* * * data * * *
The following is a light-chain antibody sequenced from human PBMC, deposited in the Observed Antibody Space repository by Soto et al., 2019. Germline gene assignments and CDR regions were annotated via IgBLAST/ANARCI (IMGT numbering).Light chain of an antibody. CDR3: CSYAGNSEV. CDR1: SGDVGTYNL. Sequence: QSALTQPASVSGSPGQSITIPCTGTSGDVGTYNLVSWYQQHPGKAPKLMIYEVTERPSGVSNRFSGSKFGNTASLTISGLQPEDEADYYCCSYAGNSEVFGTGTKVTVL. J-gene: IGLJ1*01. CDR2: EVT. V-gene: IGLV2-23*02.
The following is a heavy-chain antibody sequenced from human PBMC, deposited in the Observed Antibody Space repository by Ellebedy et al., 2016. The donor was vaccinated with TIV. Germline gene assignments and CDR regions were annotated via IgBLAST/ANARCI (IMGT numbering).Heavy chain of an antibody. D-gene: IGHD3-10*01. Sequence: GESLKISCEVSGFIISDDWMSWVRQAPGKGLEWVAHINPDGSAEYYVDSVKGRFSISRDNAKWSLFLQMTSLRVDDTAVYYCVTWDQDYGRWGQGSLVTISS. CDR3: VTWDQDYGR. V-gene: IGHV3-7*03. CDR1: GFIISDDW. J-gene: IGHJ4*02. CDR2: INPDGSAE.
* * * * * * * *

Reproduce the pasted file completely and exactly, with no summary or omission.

The following is a light-chain antibody sequenced from human PBMC, deposited in the Observed Antibody Space repository by Soto et al., 2019. Germline gene assignments and CDR regions were annotated via IgBLAST/ANARCI (IMGT numbering).Light chain of an antibody. CDR3: CSYAGNSEV. CDR1: SGDVGTYNL. Sequence: QSALTQPASVSGSPGQSITIPCTGTSGDVGTYNLVSWYQQHPGKAPKLMIYEVTERPSGVSNRFSGSKFGNTASLTISGLQPEDEADYYCCSYAGNSEVFGTGTKVTVL. J-gene: IGLJ1*01. CDR2: EVT. V-gene: IGLV2-23*02.
The following is a heavy-chain antibody sequenced from human PBMC, deposited in the Observed Antibody Space repository by Ellebedy et al., 2016. The donor was vaccinated with TIV. Germline gene assignments and CDR regions were annotated via IgBLAST/ANARCI (IMGT numbering).Heavy chain of an antibody. D-gene: IGHD3-10*01. Sequence: GESLKISCEVSGFIISDDWMSWVRQAPGKGLEWVAHINPDGSAEYYVDSVKGRFSISRDNAKWSLFLQMTSLRVDDTAVYYCVTWDQDYGRWGQGSLVTISS. CDR3: VTWDQDYGR. V-gene: IGHV3-7*03. CDR1: GFIISDDW. J-gene: IGHJ4*02. CDR2: INPDGSAE.